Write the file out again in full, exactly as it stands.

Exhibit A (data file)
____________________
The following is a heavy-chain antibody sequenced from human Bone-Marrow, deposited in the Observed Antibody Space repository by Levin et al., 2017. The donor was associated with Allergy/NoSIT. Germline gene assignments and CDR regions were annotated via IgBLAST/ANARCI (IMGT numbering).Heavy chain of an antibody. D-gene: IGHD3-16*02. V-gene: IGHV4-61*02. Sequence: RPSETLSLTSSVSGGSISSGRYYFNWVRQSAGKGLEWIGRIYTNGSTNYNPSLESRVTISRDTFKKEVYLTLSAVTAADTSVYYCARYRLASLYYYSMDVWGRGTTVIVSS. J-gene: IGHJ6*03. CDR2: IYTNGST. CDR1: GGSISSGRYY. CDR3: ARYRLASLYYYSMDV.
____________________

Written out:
The following is a heavy-chain antibody sequenced from human Bone-Marrow, deposited in the Observed Antibody Space repository by Levin et al., 2017. The donor was associated with Allergy/NoSIT. Germline gene assignments and CDR regions were annotated via IgBLAST/ANARCI (IMGT numbering).Heavy chain of an antibody. D-gene: IGHD3-16*02. V-gene: IGHV4-61*02. Sequence: RPSETLSLTSSVSGGSISSGRYYFNWVRQSAGKGLEWIGRIYTNGSTNYNPSLESRVTISRDTFKKEVYLTLSAVTAADTSVYYCARYRLASLYYYSMDVWGRGTTVIVSS. J-gene: IGHJ6*03. CDR2: IYTNGST. CDR1: GGSISSGRYY. CDR3: ARYRLASLYYYSMDV.